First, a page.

To say it again: simply by walking through Breathing Space, at every point, you yourself are part of the acoustic spatial environment, and as you get closer to a work, the visual aspect is added.

Let’s try an experiment:

Whereabouts is an – almost – neutral spot to perceive things? 

Experiment 1: Put yourself in the position of the loudspeakers, and lie down on your back on one of the places near the loudspeaker landscape.

Both the place and the position are perfect for relaxed listening. What sounds are inherent in the surroundings and are now released?

Using atomised, noise-coloured impulses, Breathing Space begins to extract an informal shape out of the silence in the space. Using the multiple channel system, a creative sculptural process takes place within the surrounding space, a figural spatial stocktaking, with a slight shift measuring the space and at the same time giving it a new musical and dynamic calibration. The coordinates are things like: far and near, soft and loud, right-left, fast-slow, below and above and rotating.

The sound waves leave the serial uniformity of the loudspeakers. Concretely orienting oneself, at least initially, in the space is made possible by the growing sound mass. Human sounds resembling breathing, which shift and die away as they travel through the resonant space. At first repeated regularly, then modulating in colour, at the same time becoming increasingly selective and changing into percussive sounds. The sounds gradually seem to underscore the contours of meaning of the sculpture. Disjointed fragments of conversa-tion escape from the acoustic path and converge.

The acoustic raw materials that Clara Oppel uses are based on sounds from nature and things we encounter every day: voiced breathing sounds, the fluttering of a butterfly against a window pane, the call of migrating birds, snapping fingers, creaking doors, rustling leaves, a quivering metal spring. In answer to questions about the technological processes she uses, Clara Oppel tells of her sound experiments with cuts and time processes. She dismantles her material and reas-sembles it to the point where abstraction begins to become concrete, where inchoate noise begins to become sound.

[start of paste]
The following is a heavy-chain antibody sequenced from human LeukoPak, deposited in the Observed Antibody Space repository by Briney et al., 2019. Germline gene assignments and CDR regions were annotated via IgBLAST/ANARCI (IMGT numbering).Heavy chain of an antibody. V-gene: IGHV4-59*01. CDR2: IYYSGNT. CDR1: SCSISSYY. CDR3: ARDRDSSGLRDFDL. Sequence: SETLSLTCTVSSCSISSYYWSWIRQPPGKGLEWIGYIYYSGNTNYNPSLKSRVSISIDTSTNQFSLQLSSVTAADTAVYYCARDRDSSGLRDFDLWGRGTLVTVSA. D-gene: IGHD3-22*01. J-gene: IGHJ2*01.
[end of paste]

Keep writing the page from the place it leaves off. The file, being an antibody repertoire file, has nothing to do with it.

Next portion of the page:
The interplay of these layers of sound triggers ever-new chains of association in the listener.

But what about one’s own listening position? How would the sound mass seem somewhere else in the space? One really needs a second experiment: how does it sound from an altitude of three metres?

Modulated sound loops emerge from the installation, banners of sound pass by until finally everything consolidates. Sound and space and the big sign on the floor. Like a key for the end of this world and for further thought, Clara Oppel proffers a grand semantic conclusion: ‘The person is the dream of a shadow‘ of the pre-Christian poet Pindar. This breathtaking sentence leaves the visitor dealing with sound dying out in space. Quietness, exhalation – one has been given a task. Anybody who has followed this sculptural sound-art this far can take away a little of the shadow.